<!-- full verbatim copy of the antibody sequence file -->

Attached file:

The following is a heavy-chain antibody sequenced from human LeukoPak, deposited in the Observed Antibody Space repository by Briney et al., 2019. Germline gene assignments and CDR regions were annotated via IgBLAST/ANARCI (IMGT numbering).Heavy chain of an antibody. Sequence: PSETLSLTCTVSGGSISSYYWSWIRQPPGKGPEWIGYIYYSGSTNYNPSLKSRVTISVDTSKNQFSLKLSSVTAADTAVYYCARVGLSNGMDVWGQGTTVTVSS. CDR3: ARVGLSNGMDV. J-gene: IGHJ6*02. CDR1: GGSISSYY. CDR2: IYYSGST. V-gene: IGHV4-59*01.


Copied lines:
The following is a heavy-chain antibody sequenced from human LeukoPak, deposited in the Observed Antibody Space repository by Briney et al., 2019. Germline gene assignments and CDR regions were annotated via IgBLAST/ANARCI (IMGT numbering).Heavy chain of an antibody. Sequence: PSETLSLTCTVSGGSISSYYWSWIRQPPGKGPEWIGYIYYSGSTNYNPSLKSRVTISVDTSKNQFSLKLSSVTAADTAVYYCARVGLSNGMDVWGQGTTVTVSS. CDR3: ARVGLSNGMDV. J-gene: IGHJ6*02. CDR1: GGSISSYY. CDR2: IYYSGST. V-gene: IGHV4-59*01.